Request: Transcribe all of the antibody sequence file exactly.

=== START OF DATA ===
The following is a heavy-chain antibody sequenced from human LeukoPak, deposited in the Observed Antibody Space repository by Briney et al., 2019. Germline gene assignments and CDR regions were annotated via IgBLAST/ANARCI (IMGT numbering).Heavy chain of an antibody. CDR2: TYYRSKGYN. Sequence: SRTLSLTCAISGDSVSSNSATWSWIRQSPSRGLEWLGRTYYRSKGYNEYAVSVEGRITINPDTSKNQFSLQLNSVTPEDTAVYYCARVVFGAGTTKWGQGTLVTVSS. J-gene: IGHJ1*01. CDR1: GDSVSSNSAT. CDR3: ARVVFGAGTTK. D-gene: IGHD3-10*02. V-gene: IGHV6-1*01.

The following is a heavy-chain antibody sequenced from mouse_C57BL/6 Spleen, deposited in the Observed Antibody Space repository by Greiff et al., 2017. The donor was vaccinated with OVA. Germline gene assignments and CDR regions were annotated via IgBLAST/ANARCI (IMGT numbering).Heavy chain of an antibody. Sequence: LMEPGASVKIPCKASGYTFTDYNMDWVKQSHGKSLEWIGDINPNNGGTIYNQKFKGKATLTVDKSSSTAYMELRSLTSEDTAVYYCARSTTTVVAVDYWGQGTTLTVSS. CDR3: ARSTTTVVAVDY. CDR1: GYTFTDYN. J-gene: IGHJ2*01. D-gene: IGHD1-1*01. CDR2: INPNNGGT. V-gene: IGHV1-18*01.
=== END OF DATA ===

The following is a heavy-chain antibody sequenced from human LeukoPak, deposited in the Observed Antibody Space repository by Briney et al., 2019. Germline gene assignments and CDR regions were annotated via IgBLAST/ANARCI (IMGT numbering).Heavy chain of an antibody. CDR2: TYYRSKGYN. Sequence: SRTLSLTCAISGDSVSSNSATWSWIRQSPSRGLEWLGRTYYRSKGYNEYAVSVEGRITINPDTSKNQFSLQLNSVTPEDTAVYYCARVVFGAGTTKWGQGTLVTVSS. J-gene: IGHJ1*01. CDR1: GDSVSSNSAT. CDR3: ARVVFGAGTTK. D-gene: IGHD3-10*02. V-gene: IGHV6-1*01.

The following is a heavy-chain antibody sequenced from mouse_C57BL/6 Spleen, deposited in the Observed Antibody Space repository by Greiff et al., 2017. The donor was vaccinated with OVA. Germline gene assignments and CDR regions were annotated via IgBLAST/ANARCI (IMGT numbering).Heavy chain of an antibody. Sequence: LMEPGASVKIPCKASGYTFTDYNMDWVKQSHGKSLEWIGDINPNNGGTIYNQKFKGKATLTVDKSSSTAYMELRSLTSEDTAVYYCARSTTTVVAVDYWGQGTTLTVSS. CDR3: ARSTTTVVAVDY. CDR1: GYTFTDYN. J-gene: IGHJ2*01. D-gene: IGHD1-1*01. CDR2: INPNNGGT. V-gene: IGHV1-18*01.